It’s rare, in fact, it’s unknown, for me to be able to make an announcement that I was the first runner over the line in any event, unless it was an event with just me taking part. But I can proudly declare that I (yes me, Plodfoot Anne) was the first British female in my age category to complete the Lausanne Half Marathon in Switzerland. The fact that I was the only Brit in Dames 50-60 is neither here nor there, I was first and proud of it. I was also the third British female, so there. The Milky Bars, or rather Toblerones, are on MEEEE!
We have friends in Lausanne, and don’t really need any excuse to hop on a flight to Geneva and then straight on to the extremely efficient Swiss railways to spend a few days in that lovely city, but entering the half marathon made it seem like a healthy and worthy option.
What was not to like? A point-to-point run with a net altitude loss of 15metres, stunning scenery, with vineyards stretching up to the sky on the right and Lac Leman reaching across to the mountains on the right. Drinks and food stations every couple of kilometres and live music to cheer us our way, I even managed to sing along to the Beatles’ ‘A Little Help from my Friend’ as I passed the 15km mark.
Coming from Yorkshire, and therefore having short arms and deep pockets and always being strangely absent when it’s time to get a round in, we don’t like to part with too much money to enter races. Usually it’s a small local race with a £5 entry fee and a mucky fat sandwich when you finish, that’s if there’s anything left after those in front have finished scoffing.
So a big event like this was something new to us, as was competing abroad. We were among 17,000 competitors who were doing either the full, half or quarter marathon, it felt like a city of runners.
Seasoned eventeers will be used to exhibitions of shoes, shoes and more shoes, along with strange-coloured and weird-smelling nutrition supplements, as they pick up their race numbers. But this was all heady excitement for us – and in French, we found our French vocabulary on all matters running-related increase dramatically!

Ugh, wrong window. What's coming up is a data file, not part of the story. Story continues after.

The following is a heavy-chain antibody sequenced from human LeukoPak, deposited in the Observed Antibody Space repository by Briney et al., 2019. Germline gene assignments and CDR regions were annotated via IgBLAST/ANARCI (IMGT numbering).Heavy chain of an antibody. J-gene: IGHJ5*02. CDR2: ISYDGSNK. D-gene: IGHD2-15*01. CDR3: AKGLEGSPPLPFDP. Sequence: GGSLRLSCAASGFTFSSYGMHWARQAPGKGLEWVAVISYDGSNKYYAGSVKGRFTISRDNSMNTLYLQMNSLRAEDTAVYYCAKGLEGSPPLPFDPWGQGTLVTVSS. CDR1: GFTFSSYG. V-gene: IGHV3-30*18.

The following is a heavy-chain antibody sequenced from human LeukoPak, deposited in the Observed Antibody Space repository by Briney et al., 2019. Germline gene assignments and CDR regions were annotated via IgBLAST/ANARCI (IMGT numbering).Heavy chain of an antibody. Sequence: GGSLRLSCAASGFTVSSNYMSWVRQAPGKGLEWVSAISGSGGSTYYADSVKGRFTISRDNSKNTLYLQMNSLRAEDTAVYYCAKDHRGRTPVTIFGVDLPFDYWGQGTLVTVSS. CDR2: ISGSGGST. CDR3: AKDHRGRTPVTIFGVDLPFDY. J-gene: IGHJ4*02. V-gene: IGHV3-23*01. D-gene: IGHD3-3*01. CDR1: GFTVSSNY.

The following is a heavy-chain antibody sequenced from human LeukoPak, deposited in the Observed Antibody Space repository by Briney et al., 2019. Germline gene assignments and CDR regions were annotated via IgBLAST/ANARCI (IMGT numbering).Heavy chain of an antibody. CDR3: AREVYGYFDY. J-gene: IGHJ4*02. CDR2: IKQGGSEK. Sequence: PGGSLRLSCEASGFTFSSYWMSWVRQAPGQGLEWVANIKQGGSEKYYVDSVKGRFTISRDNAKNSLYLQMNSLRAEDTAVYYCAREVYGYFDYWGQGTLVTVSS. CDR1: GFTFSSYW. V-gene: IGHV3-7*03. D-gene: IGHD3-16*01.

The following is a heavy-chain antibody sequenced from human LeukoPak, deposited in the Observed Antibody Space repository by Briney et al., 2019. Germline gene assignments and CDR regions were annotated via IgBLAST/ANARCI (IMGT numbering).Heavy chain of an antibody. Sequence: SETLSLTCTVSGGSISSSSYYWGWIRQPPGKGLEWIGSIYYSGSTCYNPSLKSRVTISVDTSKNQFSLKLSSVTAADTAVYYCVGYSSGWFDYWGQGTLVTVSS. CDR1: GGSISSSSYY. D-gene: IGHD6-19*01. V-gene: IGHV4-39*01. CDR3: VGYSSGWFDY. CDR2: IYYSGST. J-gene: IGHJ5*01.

We had our numbers with our names on, bags, leaflets, little sachets of shower gel and anti-pong sock washing liquid, dried apple that was so tart we strained our cheek muscles and a box of breakfast cereal. The long-sleeve technical top proudly proclaimed Lausanne Marathon, which felt like a bit of a cheat, though between us we would be doing a full marathon. They even plied us with pasta and non-alcoholic drinks, it was all very exciting.
I have to confess to being very nervous, 21 and a bit kilometres at something approaching running pace is still a bit of a stretch for me, and while my French is pretty good and German monosyllabic, I wasn’t sure I could hold a conversation with my fellow runners. As it turned out, I managed. I managed it all, despite the unseasonal 23C temperature and full sun, thank goodness for SPF 50, which ensured I was the whitest female to cross the line. Noel was the whitest male, we were the White Couple.
What a great experience, our friends Helen, Matthew and four-year-old Emily cheered us in. As I ate and drank everything that was offered to me from the stalls lining the finish route, not worrying about whether it would spoil my tea or not, a Jean-Claude, a fellow finisher turned to me and exclaimed the word I’d heard from spectators all the way,’Bravo, Anne!’ he said. ‘Bravo, Jean-Claude!,’ I replied, trying not to spit out the mix of banana, soup and Rivella. ‘What,’ he asked me, ‘did the English say instead of ‘bravo’?’. I thought about it, ‘well done is what we say,’, I told him. ‘Well done, Anne,’ he said. Well done indeed!
And yes, I did forget to stop my watch, but the very efficient Datasport service congratulated me in French, German and English. A slow time, 2.29, but you can’t hurry past beautiful scenery. And of course I WAS first……